Most US arcades didn't even see the intended benefit of this practice since many games weren't exported to the US, and if they were, distributors generally refused to release them as simply a ROM, preferring to sell the entire ROM, console, and sometimes cabinet as a package. In fact, several arcade systems such as Sega's NAOMI board are arcade versions of home systems. The Sega NAOMI (New Arcade Operation Machine Idea) is a development of the Sega Dreamcast technology as a basis for an arcade system board. ...


Video arcades are still very popular in Japan, where they are called game centers (ゲームセンター). Game centers are made up of four general types of machines: sit-down games, prize-awarding games, casino games, and photo booths. Sit-down games are still the most popular, and as mentioned above, Sega dominates the market for sit-down games. However, Konami's Bemani division has dominated the music simulation genre of games, which is becoming increasingly popular in Asian culture. Prize-awarding games often include machines such as the UFO catcher (known as the "crane machine" in the US). Casino games (メダルゲーム, literally "medal game") include pachinko and slot machines, although players cannot win money from these machines. Instead, winnings are paid out in tokens (called "medals," hence the name), which may be used to play more games or redeemed for prizes. Akihabara GiGO (Sega game center) A game center, actually pronounced gÄ“musentā and spelled ゲームセンター (sometimes shortened to ゲーセン, gÄ“sen for ga-cen, the contraction of game center) is a hall, or a multipart hall (like the famous Sega Joypolis amusement parks) dedicated to arcade video games. ... Bemani (ビーマニ, biimani) is Konamis music video game division. ... A claw vending machine is a type of arcade game in the form of a vending machine. ...


In the United Kingdom, arcades were particularly popular in seaside resorts where, until around 1994, a game would cost between 10 pence and 30 pence. The decline of the traditional arcade, however, did not occur in line with the stagnation in improved technology. Indeed, it was the huge leap towards polygon 3D in the mid-90s that caused the decline. As home console graphics improved, arcade games had to impress the potential player with expensive, novel cabinets featuring interactive guns, swords, footpads and other features. With the improvements in arcade game technology came considerable price rises, often at £1 a game. This isolated the traditional teen male visitor and many of the businesses fell into decline. They were forced to accommodate more for their other traditional visitor group, the middle-aged male, which precipitated a shift towards gambling. As a result, many arcades in the UK today are comprised mostly of fruit machines. This parallels the move in the US towards redemption gaming, which itself resembles gambling; redemption, however, is targeted towards children as well as adults. The examples and perspective in this article or section may not represent a worldwide view. ... Year 1994 (MCMXCIV) was a common year starting on Saturday (link will display full 1994 Gregorian calendar). ... Above: A variety of coins considered to be lower-value, including an Irish 2p piece and many US pennies. ... ISO 4217 Code GBP User(s) United Kingdom, Crown Dependencies Inflation 2. ... Slot machines in the Trump Taj Mahal A slot machine (American English), fruit machine (British English), or poker machine (Australian English) is a certain type of casino game. ...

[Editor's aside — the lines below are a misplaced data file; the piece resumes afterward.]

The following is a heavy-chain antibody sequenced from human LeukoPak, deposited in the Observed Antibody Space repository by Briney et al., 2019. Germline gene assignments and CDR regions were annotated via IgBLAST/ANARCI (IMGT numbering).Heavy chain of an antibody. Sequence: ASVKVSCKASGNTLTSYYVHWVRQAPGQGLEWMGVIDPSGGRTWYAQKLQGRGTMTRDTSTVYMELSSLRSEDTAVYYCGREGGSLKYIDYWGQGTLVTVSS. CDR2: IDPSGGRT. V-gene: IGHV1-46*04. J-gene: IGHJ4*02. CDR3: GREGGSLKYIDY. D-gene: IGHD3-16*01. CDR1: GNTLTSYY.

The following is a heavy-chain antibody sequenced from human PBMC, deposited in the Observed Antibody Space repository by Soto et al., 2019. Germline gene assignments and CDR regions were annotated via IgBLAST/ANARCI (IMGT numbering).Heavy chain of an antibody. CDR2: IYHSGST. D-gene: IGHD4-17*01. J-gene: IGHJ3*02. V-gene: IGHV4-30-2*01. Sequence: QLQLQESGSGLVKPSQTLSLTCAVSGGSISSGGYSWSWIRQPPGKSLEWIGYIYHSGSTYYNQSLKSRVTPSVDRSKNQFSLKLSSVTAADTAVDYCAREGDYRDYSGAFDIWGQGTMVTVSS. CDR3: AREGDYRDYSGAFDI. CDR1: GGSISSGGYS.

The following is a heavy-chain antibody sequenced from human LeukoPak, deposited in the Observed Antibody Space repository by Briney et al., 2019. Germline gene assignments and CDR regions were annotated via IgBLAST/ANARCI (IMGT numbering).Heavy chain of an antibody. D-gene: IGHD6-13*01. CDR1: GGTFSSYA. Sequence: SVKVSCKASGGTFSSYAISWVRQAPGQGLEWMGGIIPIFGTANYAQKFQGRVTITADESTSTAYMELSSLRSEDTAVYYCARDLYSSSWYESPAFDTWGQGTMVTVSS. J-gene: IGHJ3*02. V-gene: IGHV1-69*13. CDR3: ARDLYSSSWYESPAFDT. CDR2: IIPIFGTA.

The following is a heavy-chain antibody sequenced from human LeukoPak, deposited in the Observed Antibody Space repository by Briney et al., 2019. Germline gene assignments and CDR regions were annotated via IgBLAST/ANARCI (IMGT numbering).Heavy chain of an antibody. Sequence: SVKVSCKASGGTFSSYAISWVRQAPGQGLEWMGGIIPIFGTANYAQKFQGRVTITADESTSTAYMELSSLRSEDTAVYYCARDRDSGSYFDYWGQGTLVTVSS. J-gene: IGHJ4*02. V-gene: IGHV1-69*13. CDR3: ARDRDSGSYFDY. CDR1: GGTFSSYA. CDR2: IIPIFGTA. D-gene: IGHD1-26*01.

See also


  Results from FactBites:
 
The Anniston Star - Video gambling arcades given 10 days to close (515 words)
District Attorney Joe Hubbard is giving video gambling arcades 10 days to close their doors or risk confiscation of the machines and prosecution of the operators.
She too could lose if the courts rule the games are illegal, as will the four children and a grandchild that she and her husband support.
Pitman is a manager at the Gold Strike - an adult arcade at the Anniston Plaza that opened in November 2001.
  More results at FactBites »

 
 

COMMENTARY     


Share your thoughts, questions and commentary here
Your name
Your comments

Want to know more?
Search encyclopedia, statistics and forums:

 


Press Releases |  Feeds | Contact
The Wikipedia article included on this page is licensed under the GFDL.
Images may be subject to relevant owners' copyright.
All other elements are (c) copyright NationMaster.com 2003-5. All Rights Reserved.
Usage implies agreement with terms, 1022, m